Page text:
Our government currently uses warrant-less means to spy on its citizens (thank you, Patriot Act!). This can be by intercepting phone calls and emails. Recently my sister and I were talking on the phone about something I didn’t like that was happening with the government. I commented “put that in my file, NSA.” A moment or two later, my sister made the same comment. We don’t know when or what Big Brother is listening or watching. I have read articles and blog posts about writers whom had visits from Alcohol, Tobacco, and Firearms Agency, FBI, and Homeland Security because of Internet search topics they were researching for a novel. FYI – none of those agencies has a funny bone.

Private industry tracks me like the government. Instead of listening to my phone conversations, it attempts to read my mind, suggest items I might like, that I should purchase. My cell phone has applications that track me more than a convicted criminal with an ankle monitoring device. I might get a text message like this:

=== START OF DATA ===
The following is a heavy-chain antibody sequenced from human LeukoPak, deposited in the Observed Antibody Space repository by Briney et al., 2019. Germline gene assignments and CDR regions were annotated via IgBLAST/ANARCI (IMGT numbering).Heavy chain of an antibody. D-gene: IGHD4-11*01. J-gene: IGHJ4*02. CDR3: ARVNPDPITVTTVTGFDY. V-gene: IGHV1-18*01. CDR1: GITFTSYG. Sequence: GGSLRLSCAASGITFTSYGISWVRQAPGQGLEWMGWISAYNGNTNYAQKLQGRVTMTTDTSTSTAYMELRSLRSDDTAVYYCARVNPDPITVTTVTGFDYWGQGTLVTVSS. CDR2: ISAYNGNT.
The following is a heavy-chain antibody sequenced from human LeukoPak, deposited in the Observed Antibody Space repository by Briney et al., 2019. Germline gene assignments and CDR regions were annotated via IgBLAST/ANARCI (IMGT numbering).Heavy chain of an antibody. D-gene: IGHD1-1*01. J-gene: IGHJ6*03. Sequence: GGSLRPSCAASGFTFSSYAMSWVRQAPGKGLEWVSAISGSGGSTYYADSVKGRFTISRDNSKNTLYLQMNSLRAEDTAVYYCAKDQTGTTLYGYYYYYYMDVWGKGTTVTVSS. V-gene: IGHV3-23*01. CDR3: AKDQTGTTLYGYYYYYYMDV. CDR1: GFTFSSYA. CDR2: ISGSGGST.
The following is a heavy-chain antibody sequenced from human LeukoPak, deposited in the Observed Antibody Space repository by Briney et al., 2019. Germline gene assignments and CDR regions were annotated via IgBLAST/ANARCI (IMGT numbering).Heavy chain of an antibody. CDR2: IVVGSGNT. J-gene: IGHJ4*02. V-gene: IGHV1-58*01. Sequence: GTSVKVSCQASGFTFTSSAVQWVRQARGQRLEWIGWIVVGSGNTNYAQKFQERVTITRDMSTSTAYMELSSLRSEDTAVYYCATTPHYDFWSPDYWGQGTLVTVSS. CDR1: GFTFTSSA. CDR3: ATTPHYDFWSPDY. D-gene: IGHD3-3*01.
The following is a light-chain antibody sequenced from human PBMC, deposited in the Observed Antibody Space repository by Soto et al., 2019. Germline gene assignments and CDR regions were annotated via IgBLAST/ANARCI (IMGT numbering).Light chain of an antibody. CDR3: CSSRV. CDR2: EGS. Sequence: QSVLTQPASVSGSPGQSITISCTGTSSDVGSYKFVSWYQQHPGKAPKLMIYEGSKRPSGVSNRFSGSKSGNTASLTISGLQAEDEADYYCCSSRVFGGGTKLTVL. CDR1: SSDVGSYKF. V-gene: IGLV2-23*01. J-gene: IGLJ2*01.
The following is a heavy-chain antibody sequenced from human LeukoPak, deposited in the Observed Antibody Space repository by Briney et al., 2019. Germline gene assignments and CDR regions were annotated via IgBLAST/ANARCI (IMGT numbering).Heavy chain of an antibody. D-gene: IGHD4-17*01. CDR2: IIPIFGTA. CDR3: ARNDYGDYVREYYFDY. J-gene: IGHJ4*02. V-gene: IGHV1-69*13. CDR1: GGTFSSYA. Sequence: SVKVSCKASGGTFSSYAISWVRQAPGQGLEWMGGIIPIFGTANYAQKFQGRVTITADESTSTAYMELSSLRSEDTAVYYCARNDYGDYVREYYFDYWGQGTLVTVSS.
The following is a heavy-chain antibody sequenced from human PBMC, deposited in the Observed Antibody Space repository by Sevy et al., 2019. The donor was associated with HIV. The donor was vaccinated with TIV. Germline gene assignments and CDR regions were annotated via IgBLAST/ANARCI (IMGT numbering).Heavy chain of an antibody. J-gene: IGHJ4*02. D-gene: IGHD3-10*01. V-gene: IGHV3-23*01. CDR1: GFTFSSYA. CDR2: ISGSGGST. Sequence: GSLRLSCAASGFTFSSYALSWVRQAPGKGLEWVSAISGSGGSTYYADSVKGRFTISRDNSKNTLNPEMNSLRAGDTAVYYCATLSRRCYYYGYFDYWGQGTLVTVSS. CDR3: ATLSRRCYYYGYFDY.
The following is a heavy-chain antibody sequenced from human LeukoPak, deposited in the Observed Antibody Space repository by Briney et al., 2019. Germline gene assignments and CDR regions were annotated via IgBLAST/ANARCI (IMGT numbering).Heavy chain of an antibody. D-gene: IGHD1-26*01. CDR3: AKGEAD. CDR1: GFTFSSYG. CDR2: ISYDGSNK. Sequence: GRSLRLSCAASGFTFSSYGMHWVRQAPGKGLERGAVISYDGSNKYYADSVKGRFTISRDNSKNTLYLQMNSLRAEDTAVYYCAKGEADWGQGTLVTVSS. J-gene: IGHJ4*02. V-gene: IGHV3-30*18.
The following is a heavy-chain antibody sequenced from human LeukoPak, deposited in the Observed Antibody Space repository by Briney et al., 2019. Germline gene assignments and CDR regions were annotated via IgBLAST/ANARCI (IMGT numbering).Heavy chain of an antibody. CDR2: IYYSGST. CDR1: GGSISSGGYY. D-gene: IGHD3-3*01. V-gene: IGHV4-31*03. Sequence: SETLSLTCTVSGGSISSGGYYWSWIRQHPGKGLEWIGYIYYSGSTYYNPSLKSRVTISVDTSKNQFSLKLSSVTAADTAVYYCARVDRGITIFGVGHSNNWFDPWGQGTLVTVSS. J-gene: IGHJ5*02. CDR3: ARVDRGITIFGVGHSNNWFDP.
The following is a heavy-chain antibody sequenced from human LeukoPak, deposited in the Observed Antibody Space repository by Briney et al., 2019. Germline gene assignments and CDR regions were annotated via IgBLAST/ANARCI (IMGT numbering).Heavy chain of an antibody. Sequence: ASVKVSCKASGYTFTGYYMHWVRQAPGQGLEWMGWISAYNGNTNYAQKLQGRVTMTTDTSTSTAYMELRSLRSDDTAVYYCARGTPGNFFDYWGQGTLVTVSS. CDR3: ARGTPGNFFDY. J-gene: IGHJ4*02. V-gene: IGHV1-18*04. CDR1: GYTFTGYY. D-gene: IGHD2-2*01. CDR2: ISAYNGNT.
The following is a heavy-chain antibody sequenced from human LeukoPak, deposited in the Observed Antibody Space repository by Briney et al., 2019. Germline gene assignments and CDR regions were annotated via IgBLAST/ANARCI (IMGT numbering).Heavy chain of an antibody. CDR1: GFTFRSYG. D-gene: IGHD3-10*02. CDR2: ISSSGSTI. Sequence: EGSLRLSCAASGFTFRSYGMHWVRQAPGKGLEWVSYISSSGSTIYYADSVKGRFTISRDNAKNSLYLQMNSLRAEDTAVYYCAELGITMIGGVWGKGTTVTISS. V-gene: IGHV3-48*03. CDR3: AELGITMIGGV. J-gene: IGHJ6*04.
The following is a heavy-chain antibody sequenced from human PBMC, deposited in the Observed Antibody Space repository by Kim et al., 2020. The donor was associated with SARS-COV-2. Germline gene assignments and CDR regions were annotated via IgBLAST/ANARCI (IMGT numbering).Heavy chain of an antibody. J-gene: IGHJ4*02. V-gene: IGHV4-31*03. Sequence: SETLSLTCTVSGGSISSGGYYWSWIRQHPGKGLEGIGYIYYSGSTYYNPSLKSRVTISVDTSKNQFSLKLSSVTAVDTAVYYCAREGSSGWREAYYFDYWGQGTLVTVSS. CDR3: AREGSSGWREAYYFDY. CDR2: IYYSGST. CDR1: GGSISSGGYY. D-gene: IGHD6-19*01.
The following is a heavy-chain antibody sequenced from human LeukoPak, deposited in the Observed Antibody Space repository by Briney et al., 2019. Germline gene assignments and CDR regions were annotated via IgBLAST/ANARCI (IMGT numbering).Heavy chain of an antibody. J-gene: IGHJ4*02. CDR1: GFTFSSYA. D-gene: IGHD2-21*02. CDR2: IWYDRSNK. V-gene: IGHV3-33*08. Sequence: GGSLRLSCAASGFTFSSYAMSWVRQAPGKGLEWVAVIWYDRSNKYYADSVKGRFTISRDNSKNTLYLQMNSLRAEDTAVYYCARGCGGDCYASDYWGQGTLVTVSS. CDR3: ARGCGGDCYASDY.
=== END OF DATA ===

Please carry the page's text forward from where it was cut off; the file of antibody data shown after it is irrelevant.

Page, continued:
“Noticed you’re driving by Target. Toilet paper is on sale. You need some. The toilet just told me so.”

Because now our appliances can communicate with our phones as well. Instead of making an actual grocery list, I can have my refrigerator tell my phone what my family is low on. Or, I can see the inside of my refrigerator on my phone. Yeah, the milk is spoiled. Must buy another!

If I wear a aluminum foil hat, will Amazon stop making suggestions for me and let me just window shop?

Chapter 15 Reflection

Why does media only hold football accountable for violence that is broadcast on television? Is it because it has usurped baseball as “America’s game”? Could it be because more people watch televised football than any other sport?